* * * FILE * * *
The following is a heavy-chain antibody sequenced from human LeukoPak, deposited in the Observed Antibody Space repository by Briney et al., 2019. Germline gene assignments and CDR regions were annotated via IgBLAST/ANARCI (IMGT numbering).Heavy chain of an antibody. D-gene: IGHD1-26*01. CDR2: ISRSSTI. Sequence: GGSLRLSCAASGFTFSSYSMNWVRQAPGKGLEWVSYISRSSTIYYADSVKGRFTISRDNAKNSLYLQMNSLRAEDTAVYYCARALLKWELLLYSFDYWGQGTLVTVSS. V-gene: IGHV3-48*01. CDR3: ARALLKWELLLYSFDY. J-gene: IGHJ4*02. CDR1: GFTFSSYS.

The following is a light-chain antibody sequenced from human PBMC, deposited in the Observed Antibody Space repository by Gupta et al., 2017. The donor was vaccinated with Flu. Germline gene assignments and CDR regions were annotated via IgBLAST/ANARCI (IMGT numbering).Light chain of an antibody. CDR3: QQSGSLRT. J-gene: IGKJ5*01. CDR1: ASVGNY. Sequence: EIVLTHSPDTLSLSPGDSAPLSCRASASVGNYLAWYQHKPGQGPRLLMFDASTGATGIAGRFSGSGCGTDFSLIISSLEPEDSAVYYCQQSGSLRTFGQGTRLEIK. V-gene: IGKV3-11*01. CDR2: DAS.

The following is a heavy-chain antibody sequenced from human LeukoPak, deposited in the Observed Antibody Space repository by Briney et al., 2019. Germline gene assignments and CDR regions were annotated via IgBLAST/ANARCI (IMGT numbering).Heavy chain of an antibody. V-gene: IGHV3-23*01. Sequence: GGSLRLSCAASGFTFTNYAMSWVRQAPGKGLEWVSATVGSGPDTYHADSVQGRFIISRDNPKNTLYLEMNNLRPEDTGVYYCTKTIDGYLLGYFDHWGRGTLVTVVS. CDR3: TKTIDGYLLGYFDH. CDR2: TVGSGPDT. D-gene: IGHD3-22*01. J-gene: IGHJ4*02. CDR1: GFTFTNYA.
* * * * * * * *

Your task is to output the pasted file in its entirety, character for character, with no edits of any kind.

The following is a heavy-chain antibody sequenced from human LeukoPak, deposited in the Observed Antibody Space repository by Briney et al., 2019. Germline gene assignments and CDR regions were annotated via IgBLAST/ANARCI (IMGT numbering).Heavy chain of an antibody. D-gene: IGHD1-26*01. CDR2: ISRSSTI. Sequence: GGSLRLSCAASGFTFSSYSMNWVRQAPGKGLEWVSYISRSSTIYYADSVKGRFTISRDNAKNSLYLQMNSLRAEDTAVYYCARALLKWELLLYSFDYWGQGTLVTVSS. V-gene: IGHV3-48*01. CDR3: ARALLKWELLLYSFDY. J-gene: IGHJ4*02. CDR1: GFTFSSYS.

The following is a light-chain antibody sequenced from human PBMC, deposited in the Observed Antibody Space repository by Gupta et al., 2017. The donor was vaccinated with Flu. Germline gene assignments and CDR regions were annotated via IgBLAST/ANARCI (IMGT numbering).Light chain of an antibody. CDR3: QQSGSLRT. J-gene: IGKJ5*01. CDR1: ASVGNY. Sequence: EIVLTHSPDTLSLSPGDSAPLSCRASASVGNYLAWYQHKPGQGPRLLMFDASTGATGIAGRFSGSGCGTDFSLIISSLEPEDSAVYYCQQSGSLRTFGQGTRLEIK. V-gene: IGKV3-11*01. CDR2: DAS.

The following is a heavy-chain antibody sequenced from human LeukoPak, deposited in the Observed Antibody Space repository by Briney et al., 2019. Germline gene assignments and CDR regions were annotated via IgBLAST/ANARCI (IMGT numbering).Heavy chain of an antibody. V-gene: IGHV3-23*01. Sequence: GGSLRLSCAASGFTFTNYAMSWVRQAPGKGLEWVSATVGSGPDTYHADSVQGRFIISRDNPKNTLYLEMNNLRPEDTGVYYCTKTIDGYLLGYFDHWGRGTLVTVVS. CDR3: TKTIDGYLLGYFDH. CDR2: TVGSGPDT. D-gene: IGHD3-22*01. J-gene: IGHJ4*02. CDR1: GFTFTNYA.